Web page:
One of the strengths of the interactive fiction genre is its ability to tackle subject matter that’s normally very difficult for other genres. The range of interactive fiction is staggering, but one area the genre shines, but in which the rest of video gaming struggles, is with relationships.
Face Time is a game about a masquerade party. The character has just been dumped after a long-term relationship and he’s invited to a formal dress masquerade party by his friend in order to help him get over his lingering feelings.
While not stereotypically interactive fiction, Face Time is a cross between interactive fiction and adventure games that’s called a “visual novel.” You still interact with the world entirely through text, however there are images in the background that lay out the scene. When responding, you are limited in your responses to multiple choices. It’s very similar to a giant game-long dialogue tree.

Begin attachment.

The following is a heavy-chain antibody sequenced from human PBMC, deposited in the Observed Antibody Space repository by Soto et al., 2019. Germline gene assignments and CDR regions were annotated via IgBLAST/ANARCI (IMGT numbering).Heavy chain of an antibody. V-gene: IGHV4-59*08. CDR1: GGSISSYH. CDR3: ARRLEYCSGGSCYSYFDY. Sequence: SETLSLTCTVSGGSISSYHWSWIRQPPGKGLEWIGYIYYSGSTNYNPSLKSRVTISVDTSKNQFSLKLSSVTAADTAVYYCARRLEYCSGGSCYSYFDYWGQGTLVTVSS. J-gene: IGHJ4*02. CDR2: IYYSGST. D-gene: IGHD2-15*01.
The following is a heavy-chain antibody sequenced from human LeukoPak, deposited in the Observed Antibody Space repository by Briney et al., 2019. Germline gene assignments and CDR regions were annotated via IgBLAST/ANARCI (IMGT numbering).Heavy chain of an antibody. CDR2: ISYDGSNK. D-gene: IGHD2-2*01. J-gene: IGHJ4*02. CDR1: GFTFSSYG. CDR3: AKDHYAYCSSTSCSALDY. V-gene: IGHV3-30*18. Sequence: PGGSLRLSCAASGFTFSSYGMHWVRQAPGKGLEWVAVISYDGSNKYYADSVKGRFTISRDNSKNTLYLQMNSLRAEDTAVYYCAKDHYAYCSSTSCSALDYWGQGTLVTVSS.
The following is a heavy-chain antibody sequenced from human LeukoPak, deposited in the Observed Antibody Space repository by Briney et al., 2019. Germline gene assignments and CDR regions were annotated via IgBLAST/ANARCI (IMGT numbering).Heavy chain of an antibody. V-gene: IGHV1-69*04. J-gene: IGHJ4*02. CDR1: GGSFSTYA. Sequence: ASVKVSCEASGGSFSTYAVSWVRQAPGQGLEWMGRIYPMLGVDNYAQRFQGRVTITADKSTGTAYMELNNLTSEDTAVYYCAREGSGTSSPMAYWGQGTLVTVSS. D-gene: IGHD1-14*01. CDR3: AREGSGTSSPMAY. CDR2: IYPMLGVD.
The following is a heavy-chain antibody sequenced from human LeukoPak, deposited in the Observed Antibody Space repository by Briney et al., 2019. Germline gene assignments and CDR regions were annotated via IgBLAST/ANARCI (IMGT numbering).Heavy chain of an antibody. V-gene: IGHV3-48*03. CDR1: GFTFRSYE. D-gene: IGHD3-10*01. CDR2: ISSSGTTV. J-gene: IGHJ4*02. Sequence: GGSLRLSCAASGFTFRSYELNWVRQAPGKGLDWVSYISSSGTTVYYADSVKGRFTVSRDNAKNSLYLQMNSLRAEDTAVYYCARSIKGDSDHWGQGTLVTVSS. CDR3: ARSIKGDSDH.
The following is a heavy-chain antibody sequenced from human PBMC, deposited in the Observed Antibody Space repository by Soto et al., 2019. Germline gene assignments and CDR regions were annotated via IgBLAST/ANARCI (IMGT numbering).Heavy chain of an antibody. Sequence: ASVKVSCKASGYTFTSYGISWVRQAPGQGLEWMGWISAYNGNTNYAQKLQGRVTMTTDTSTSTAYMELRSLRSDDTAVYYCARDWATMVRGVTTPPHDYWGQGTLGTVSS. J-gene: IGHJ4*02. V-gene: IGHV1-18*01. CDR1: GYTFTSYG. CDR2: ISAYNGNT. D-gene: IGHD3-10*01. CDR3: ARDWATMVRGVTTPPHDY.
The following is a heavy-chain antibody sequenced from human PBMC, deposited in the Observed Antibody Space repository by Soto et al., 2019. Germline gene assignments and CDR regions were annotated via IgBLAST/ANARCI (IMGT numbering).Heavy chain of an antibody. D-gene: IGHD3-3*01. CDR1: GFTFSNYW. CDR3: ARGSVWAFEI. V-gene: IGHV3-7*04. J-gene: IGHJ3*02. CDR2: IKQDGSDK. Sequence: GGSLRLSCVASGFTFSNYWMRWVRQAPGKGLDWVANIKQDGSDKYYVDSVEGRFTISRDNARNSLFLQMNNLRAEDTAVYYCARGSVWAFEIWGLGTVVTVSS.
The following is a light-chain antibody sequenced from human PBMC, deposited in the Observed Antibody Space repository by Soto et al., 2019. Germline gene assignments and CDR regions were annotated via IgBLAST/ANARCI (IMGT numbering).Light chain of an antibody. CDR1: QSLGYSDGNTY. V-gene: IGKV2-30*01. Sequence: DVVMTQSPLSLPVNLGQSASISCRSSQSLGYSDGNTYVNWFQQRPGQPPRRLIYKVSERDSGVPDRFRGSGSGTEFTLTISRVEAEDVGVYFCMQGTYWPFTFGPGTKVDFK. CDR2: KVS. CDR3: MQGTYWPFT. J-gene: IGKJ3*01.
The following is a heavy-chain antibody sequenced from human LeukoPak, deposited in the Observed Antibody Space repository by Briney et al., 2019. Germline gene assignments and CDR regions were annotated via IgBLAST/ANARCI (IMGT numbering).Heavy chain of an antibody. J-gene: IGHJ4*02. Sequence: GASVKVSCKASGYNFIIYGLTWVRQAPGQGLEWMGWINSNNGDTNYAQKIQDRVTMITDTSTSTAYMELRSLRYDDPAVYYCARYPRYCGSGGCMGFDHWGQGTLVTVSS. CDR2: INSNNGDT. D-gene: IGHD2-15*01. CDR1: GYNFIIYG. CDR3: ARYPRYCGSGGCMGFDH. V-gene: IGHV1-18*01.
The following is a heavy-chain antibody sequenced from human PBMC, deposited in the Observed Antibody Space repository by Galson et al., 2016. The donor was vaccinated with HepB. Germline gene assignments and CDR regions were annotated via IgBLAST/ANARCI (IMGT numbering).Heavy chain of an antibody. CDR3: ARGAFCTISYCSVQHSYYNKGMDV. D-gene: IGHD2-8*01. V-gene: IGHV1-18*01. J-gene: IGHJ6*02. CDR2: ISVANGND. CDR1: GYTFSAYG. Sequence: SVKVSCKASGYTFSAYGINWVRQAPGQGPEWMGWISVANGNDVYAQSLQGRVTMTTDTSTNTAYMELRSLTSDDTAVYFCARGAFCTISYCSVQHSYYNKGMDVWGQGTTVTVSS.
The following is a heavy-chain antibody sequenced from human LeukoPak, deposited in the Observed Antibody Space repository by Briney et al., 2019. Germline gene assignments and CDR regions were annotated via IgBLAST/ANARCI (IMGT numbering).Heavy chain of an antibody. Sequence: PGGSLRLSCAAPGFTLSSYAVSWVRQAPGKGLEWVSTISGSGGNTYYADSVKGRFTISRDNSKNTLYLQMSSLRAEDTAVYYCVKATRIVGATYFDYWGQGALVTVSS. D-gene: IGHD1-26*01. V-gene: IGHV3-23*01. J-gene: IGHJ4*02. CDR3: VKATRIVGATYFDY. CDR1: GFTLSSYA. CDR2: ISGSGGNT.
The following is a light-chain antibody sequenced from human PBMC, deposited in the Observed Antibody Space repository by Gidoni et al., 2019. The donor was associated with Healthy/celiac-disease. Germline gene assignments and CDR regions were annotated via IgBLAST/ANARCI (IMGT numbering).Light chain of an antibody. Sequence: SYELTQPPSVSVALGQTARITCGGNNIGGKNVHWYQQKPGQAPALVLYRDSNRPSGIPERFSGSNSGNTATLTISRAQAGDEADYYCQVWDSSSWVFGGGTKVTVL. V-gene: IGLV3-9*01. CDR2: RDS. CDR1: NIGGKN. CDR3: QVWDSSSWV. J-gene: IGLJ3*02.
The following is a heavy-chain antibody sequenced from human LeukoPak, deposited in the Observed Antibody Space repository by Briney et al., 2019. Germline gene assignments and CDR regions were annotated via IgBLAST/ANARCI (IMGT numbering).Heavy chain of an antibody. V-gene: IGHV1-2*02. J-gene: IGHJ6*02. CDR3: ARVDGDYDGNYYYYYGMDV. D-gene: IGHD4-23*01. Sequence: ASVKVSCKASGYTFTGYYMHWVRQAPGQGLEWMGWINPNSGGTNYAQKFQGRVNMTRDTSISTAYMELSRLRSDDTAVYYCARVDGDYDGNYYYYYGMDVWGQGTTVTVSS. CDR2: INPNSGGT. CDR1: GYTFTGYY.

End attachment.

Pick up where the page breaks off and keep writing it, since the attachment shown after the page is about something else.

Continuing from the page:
Which works well here because dialogue trees are best at allowing the player to discover information by exhausting all the options in the conversation. The story here is entirely about discovering information—information about the player’s character, about the other characters (who is behind that mask, anyway?), etc. It’s about the player’s efforts to get laid and get over his ex. I think the dialogue tree serves the story well, here.
Talking Points: Does the visual-novel format work for trying to unravel the story? Is the standard dialogue tree good at conveying the back and forth between the player and the women he’s interested in? Do the masks add tension to the conversation, where you don’t know who you’re talking to most of the time?